For the tallest peak in Ireland we thought it would have more traffic up its slopes; a fine Saturday morning would see droves of people climbing Slieve Donard from Donard Park. Eventually we realised why we hadn’t passed many people; most others were using a different path to our own. The Devils Ladder has become quite eroded due to excessive use, a different route is now taken by larger groups or those that might struggle with the steep climbs.

A clear view of Carrantuohill as we descended.

Descending the valley floor to Cronin's yard.

Soon enough we were re-crossing the rivers we had passed earlier in the morning, however this time at the correct place, with large boulders to aid passing without soaking your feet. It was surprising how different the paths looked on the way back in the light of day, compared to the morning’s darkness. Once back at Cronin’s it was time for a quick admin before another lengthily drive across Ireland to our last peak of the trip, Lughnaquillia 925m.

View Irish 4 peaks 4 in a larger map

Starting out on the "Lug"

As we progressed we rose through an area where trees had recently been felled; I envisaged the return trip navigating the various fallen trunks to be an interesting operation in the dark, which we would almost certainly be returning under. A flat plateau was reached and crossed before rising onto and following another ridge line.

Unsurprisingly really, the fourth and final peak was also going to be covered in cloud by the time that we reached it. The cloud was sitting on the saddle below Lughnaquillia at around 850 meters, however to reach this we had to climb a long, greasy, steep slope. The trekking poles that I was carrying on my back probably would have been very useful at this stage, however I wasn’t in the mood to remove my bag and untie them so I struggled on without them. One slip and a very long slide down the hill on your face was waiting for you.

This picture reallly doesn't do the gradient justice, it was really steep!

A small break was taken when we reached the top to allow the lactic acid to subside a bit, before continuing onwards on the large nearly flat plateau that only grew very slowly. This was really quite pleasant to walk on after climbing across felled trees bogs and long wet grass. There must have been an easier route up to where we now found ourselves as quad bike tracks had been left in the soft peat topped ground.

The fourth and final peak bagged, Lughnaquillia 925m 18:38 hrs.

Another fifteen minutes took us to the peak of the Lug and our final summit. Just over 36 hours had passed between our starting and our arrival at our final peak. The aim now was to get off the hill and back to the Albert Clock before the 40 hour mark, something that would take a very quick descent, and then break neck speed back to Belfast.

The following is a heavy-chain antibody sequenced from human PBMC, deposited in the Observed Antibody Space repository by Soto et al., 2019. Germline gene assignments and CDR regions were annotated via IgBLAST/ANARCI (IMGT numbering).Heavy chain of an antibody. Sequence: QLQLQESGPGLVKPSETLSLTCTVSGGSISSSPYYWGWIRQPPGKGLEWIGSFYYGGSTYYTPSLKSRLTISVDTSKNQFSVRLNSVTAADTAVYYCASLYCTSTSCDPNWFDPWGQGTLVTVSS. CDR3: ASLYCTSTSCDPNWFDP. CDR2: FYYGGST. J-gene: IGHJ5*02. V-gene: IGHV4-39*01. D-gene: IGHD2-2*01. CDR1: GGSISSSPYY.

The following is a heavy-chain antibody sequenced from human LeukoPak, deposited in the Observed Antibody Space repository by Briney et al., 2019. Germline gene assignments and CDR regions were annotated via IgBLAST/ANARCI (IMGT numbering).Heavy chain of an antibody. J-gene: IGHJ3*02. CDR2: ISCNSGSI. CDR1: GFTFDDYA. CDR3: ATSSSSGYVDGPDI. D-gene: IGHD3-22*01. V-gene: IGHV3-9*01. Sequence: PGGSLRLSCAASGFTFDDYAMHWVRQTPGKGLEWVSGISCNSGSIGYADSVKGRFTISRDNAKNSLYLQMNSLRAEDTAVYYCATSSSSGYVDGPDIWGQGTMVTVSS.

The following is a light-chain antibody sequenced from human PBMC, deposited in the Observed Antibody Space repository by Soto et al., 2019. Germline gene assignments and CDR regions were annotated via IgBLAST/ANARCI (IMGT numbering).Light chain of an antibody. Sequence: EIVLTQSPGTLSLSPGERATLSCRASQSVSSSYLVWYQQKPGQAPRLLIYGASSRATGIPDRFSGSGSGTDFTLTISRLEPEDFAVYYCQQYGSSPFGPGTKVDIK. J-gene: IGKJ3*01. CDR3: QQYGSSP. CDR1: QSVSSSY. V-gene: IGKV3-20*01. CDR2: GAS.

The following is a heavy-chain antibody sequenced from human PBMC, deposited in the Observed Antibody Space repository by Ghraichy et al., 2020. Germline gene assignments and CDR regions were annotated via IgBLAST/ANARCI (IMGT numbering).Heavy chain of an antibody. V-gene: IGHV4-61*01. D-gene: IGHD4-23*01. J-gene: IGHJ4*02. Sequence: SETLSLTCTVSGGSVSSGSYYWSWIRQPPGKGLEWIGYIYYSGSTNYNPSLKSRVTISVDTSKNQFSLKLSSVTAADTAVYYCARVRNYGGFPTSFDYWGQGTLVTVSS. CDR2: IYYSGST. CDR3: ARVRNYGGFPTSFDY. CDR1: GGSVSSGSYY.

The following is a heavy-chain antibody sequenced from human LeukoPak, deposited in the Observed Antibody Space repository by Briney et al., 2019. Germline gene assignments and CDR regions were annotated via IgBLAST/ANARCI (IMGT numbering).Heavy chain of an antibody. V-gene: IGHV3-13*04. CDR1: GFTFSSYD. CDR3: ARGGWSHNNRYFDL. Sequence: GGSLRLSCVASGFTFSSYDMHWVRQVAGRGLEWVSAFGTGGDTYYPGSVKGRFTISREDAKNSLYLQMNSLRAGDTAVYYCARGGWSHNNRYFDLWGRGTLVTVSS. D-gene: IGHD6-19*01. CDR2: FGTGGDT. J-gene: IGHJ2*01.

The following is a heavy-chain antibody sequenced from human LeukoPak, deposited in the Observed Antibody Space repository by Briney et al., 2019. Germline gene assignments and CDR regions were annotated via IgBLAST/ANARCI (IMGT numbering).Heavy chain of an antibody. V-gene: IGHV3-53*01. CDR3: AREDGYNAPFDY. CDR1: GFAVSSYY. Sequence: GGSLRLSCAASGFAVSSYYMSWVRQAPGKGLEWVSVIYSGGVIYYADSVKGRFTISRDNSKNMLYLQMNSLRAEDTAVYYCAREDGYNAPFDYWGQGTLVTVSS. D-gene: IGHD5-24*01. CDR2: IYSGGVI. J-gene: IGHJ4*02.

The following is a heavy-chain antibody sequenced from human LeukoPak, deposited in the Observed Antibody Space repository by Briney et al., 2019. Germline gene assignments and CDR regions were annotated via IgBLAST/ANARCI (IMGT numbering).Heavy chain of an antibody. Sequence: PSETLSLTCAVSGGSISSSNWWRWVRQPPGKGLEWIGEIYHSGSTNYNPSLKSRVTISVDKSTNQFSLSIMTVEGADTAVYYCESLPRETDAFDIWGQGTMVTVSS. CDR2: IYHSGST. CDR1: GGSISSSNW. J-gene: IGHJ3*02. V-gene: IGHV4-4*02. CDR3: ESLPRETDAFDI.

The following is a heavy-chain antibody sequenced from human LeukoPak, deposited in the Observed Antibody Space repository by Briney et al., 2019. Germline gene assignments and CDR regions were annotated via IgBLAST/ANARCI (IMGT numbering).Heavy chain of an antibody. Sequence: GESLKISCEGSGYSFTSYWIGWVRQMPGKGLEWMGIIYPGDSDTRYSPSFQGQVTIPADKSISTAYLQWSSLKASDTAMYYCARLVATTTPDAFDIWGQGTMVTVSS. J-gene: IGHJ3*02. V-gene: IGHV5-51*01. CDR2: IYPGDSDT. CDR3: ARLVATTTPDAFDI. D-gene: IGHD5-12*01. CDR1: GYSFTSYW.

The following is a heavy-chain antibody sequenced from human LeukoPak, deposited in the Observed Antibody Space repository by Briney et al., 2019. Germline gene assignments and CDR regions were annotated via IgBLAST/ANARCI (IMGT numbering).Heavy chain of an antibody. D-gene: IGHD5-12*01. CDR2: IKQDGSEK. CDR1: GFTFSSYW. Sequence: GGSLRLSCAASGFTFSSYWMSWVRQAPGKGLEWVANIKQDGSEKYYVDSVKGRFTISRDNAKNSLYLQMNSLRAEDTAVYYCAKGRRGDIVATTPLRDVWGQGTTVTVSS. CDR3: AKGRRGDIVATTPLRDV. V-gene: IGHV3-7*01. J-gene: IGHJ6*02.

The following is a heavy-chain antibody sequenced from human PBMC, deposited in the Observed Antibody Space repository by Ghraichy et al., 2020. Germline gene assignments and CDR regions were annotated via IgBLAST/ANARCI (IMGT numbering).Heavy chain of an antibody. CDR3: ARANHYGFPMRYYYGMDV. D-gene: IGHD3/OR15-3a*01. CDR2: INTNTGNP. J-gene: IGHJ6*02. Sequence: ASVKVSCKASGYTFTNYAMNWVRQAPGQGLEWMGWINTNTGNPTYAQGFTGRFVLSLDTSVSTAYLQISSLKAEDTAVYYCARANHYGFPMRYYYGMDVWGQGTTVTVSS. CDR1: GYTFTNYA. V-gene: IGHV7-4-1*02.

View Irish 4 peaks 4 in a larger map

We made the majority of the descent with the use of natural light. Returning onto the large plateau, we crossed numerous streams and bogs which had somehow been missed on the way up. As I had thought the final real descent through the felled trees was going to be during the pitch dark, and head torches finally got turned on, however trying to stay on the trail we had used earlier turned out to be a tricky affair. Finally returning to the forest tracks, and with a sub 40 looking attainable we ran back down to the car before jumping in still pretty filthy.

Time off!! Back at the Albert Clock 2214hrs, 10/10/09
39 hours 48 minutes

We were now in the hands of the GPS to get us back to the motorway in as little time as possible. After finally programming it to Belfast (for some reason it had forgotten where that was) and deciding to take us through some housing estates we were on the motorway. Now discussions turned to how best to enter Belfast and avoid as much traffic lights and traffic as possible. That done I sat back got out of wet shoes and nodded off for a bit. Waking up as we entered Belfast, we were on for a sub 40 with a couple minutes to spare. As we drove through the city it seemed like the traffic lights were conspiring against us, but they were too late. At 22:14 we once again parked up beside the Albert Clock, having finished our circuit of over 800 miles around Ireland and climbed the highest peak in each of the four provinces.

Mission Accomplished, it was time to go get some pizza, stretch out and finally get some decent sleep!

3 comment(s) so far, add your thoughts -->>here<<--:

Wandering Photographer said...

:) Well done! What's the next adventure then?!?!

Hendrik M said...

Excellent story and achievement! Very well written, I truly enjoyed your humour. NOT! Seriously, great story and I hope your camera finds its way back to you (or a payment from the insurance).

Keith said...

Cheers Simon, not certain whats next on the cards, but there was talk of walking the entire Mourne Wall, possibly with some of the guys off the NI-Wild forums.

Thanks Hendrik, it helps when you know someone will be reading it! Its looking ever more likely that the insurance company will be getting a call, however, thats what its there for.